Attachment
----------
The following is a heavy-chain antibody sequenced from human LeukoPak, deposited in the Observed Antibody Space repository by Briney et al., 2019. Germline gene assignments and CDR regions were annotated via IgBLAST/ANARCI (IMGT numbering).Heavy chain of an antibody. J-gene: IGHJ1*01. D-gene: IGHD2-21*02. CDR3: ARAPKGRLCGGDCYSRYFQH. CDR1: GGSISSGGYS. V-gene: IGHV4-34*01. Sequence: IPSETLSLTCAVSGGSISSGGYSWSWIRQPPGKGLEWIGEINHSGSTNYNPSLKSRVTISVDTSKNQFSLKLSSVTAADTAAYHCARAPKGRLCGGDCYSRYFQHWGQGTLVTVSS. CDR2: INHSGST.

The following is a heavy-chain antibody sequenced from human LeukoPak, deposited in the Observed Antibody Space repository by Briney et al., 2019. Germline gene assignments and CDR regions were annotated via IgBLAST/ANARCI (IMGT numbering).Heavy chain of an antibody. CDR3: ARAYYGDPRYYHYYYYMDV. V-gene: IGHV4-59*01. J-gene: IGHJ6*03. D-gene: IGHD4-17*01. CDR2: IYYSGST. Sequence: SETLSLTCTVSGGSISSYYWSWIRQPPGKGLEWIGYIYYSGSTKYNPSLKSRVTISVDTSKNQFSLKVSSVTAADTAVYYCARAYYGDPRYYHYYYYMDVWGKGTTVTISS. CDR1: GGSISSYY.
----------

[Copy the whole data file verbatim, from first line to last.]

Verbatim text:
The following is a heavy-chain antibody sequenced from human LeukoPak, deposited in the Observed Antibody Space repository by Briney et al., 2019. Germline gene assignments and CDR regions were annotated via IgBLAST/ANARCI (IMGT numbering).Heavy chain of an antibody. J-gene: IGHJ1*01. D-gene: IGHD2-21*02. CDR3: ARAPKGRLCGGDCYSRYFQH. CDR1: GGSISSGGYS. V-gene: IGHV4-34*01. Sequence: IPSETLSLTCAVSGGSISSGGYSWSWIRQPPGKGLEWIGEINHSGSTNYNPSLKSRVTISVDTSKNQFSLKLSSVTAADTAAYHCARAPKGRLCGGDCYSRYFQHWGQGTLVTVSS. CDR2: INHSGST.

The following is a heavy-chain antibody sequenced from human LeukoPak, deposited in the Observed Antibody Space repository by Briney et al., 2019. Germline gene assignments and CDR regions were annotated via IgBLAST/ANARCI (IMGT numbering).Heavy chain of an antibody. CDR3: ARAYYGDPRYYHYYYYMDV. V-gene: IGHV4-59*01. J-gene: IGHJ6*03. D-gene: IGHD4-17*01. CDR2: IYYSGST. Sequence: SETLSLTCTVSGGSISSYYWSWIRQPPGKGLEWIGYIYYSGSTKYNPSLKSRVTISVDTSKNQFSLKVSSVTAADTAVYYCARAYYGDPRYYHYYYYMDVWGKGTTVTISS. CDR1: GGSISSYY.